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  • Museum of the Confederacy housewife

Original Civil War Soldier's "Housewife" Sewing Kit, as in museums (SOLD)

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Product Description

This is another great piece being offered, it is a Civil War soldier’s “Housewife” roll-up sewing kit. It measures 4 3/4 inches long x 2 inches when rolled up. Unrolled it is about 11 ½ inches. It is made with a brown leather exterior with pincushion ends which hold straight pins.

Inside is a brown cloth lining with a gathered pocket. There are two period buttons and a complete package of needles, dated “1863”; one of the buttons is a gutta-percha button with an “1851” patent date. A distorted thimble was also inside the pocket, along with a tied lock of hair. A worn brown ribbon ties the piece together when not in use.

Most Civil War soldiers owned just one set of clothing, which was quick to wear out during long marches and bitter fighting. As you can imagine, mending clothes was a must for soldiers. Therefore, most Civil War soldiers carried a “housewife”, or sewing kit. They contained the items necessary to darn socks, replace buttons, or fix a whole in a jacket.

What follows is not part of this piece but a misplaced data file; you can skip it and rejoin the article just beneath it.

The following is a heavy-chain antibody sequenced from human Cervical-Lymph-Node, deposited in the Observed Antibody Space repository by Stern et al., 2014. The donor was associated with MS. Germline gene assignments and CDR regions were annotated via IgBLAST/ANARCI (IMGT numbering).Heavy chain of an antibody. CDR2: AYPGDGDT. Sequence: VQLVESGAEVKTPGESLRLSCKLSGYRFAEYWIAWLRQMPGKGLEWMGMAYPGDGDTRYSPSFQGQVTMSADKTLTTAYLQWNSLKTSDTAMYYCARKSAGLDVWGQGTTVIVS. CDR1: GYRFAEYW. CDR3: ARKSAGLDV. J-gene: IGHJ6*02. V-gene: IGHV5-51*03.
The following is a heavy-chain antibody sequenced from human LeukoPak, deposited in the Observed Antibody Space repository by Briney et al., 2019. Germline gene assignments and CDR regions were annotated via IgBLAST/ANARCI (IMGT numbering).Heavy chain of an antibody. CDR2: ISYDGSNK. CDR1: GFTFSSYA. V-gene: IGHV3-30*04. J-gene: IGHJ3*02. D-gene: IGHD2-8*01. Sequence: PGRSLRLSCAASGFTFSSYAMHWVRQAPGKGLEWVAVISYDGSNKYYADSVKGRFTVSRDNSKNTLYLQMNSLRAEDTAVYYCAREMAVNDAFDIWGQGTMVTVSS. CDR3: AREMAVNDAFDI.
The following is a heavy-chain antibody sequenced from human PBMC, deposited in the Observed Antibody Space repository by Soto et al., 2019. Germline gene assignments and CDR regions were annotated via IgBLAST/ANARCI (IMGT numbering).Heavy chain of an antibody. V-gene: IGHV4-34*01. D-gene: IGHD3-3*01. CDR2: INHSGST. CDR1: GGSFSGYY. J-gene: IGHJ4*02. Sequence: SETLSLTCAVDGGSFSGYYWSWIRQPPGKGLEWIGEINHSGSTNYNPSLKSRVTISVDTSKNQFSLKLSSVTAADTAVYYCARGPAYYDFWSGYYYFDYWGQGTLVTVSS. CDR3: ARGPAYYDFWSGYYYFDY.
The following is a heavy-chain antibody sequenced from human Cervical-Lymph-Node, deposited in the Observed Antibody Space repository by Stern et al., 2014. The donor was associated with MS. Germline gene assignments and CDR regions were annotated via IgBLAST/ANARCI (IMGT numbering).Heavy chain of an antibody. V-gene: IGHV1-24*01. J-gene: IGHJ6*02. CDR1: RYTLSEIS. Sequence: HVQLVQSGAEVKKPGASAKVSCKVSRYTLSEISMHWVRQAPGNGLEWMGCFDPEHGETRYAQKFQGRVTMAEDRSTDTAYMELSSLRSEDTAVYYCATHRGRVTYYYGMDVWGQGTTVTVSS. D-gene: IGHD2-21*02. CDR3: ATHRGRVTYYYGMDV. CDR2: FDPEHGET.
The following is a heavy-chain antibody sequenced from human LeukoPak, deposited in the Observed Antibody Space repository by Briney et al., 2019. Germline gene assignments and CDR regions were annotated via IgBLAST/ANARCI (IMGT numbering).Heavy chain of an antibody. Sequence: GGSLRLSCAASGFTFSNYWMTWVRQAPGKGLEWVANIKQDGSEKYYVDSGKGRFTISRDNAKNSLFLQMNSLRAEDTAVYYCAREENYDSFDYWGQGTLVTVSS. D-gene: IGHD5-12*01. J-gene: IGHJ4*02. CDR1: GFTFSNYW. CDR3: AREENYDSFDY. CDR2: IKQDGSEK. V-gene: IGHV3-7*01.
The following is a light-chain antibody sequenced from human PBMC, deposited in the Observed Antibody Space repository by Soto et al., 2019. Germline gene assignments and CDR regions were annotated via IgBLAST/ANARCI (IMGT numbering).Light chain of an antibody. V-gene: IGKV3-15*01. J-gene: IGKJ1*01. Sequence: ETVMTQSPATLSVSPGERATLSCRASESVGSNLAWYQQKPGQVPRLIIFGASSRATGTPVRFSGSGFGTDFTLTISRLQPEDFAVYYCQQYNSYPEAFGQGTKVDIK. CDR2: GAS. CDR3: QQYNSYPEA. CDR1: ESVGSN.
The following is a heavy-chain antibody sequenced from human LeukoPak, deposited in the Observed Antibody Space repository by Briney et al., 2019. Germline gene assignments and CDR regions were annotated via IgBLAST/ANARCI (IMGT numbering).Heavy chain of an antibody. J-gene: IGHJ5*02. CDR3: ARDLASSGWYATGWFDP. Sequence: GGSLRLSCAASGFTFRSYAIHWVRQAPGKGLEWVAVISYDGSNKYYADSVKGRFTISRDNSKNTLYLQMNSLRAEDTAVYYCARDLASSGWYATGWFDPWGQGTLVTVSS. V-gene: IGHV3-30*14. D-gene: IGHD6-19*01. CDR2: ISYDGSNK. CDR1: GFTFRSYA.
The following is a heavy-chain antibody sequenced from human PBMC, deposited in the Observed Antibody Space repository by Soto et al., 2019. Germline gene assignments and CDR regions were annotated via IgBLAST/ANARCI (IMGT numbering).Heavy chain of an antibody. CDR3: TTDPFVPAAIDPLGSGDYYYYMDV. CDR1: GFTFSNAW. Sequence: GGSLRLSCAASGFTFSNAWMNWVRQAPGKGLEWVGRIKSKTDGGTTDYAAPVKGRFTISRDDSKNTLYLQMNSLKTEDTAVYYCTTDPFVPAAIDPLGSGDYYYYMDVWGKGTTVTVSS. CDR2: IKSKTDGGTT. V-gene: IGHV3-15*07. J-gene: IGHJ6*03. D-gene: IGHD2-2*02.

Some were made for soldiers by wives, mothers, daughters, and friends. Other commercial examples were sold by the camp sutlers. They are always on display in Civil War museums, such as Gettysburg and the Museum of the Confederacy (see pictures). Also, in my book “The Civil War Soldier – His Personal Items”, I show examples and go into more detail about these essential sewing kits.

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$6.50 (Fixed shipping cost)